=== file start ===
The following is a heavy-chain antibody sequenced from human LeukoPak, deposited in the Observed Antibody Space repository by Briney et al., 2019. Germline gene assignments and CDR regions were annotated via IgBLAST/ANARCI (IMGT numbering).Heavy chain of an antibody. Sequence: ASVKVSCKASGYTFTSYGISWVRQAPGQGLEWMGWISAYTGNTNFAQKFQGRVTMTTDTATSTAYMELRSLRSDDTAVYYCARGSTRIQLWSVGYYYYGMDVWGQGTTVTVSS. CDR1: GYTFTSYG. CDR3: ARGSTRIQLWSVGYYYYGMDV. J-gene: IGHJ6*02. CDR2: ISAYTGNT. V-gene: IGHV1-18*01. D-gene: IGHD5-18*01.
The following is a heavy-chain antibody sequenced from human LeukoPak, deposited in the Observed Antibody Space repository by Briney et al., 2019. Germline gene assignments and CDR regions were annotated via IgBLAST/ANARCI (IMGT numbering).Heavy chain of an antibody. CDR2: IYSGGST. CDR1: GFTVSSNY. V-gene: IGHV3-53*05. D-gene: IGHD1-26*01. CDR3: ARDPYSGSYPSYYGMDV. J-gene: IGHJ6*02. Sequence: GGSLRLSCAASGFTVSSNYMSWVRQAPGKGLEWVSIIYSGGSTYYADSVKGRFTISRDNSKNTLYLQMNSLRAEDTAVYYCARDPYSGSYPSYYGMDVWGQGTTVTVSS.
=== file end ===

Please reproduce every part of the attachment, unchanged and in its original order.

The following is a heavy-chain antibody sequenced from human LeukoPak, deposited in the Observed Antibody Space repository by Briney et al., 2019. Germline gene assignments and CDR regions were annotated via IgBLAST/ANARCI (IMGT numbering).Heavy chain of an antibody. Sequence: ASVKVSCKASGYTFTSYGISWVRQAPGQGLEWMGWISAYTGNTNFAQKFQGRVTMTTDTATSTAYMELRSLRSDDTAVYYCARGSTRIQLWSVGYYYYGMDVWGQGTTVTVSS. CDR1: GYTFTSYG. CDR3: ARGSTRIQLWSVGYYYYGMDV. J-gene: IGHJ6*02. CDR2: ISAYTGNT. V-gene: IGHV1-18*01. D-gene: IGHD5-18*01.
The following is a heavy-chain antibody sequenced from human LeukoPak, deposited in the Observed Antibody Space repository by Briney et al., 2019. Germline gene assignments and CDR regions were annotated via IgBLAST/ANARCI (IMGT numbering).Heavy chain of an antibody. CDR2: IYSGGST. CDR1: GFTVSSNY. V-gene: IGHV3-53*05. D-gene: IGHD1-26*01. CDR3: ARDPYSGSYPSYYGMDV. J-gene: IGHJ6*02. Sequence: GGSLRLSCAASGFTVSSNYMSWVRQAPGKGLEWVSIIYSGGSTYYADSVKGRFTISRDNSKNTLYLQMNSLRAEDTAVYYCARDPYSGSYPSYYGMDVWGQGTTVTVSS.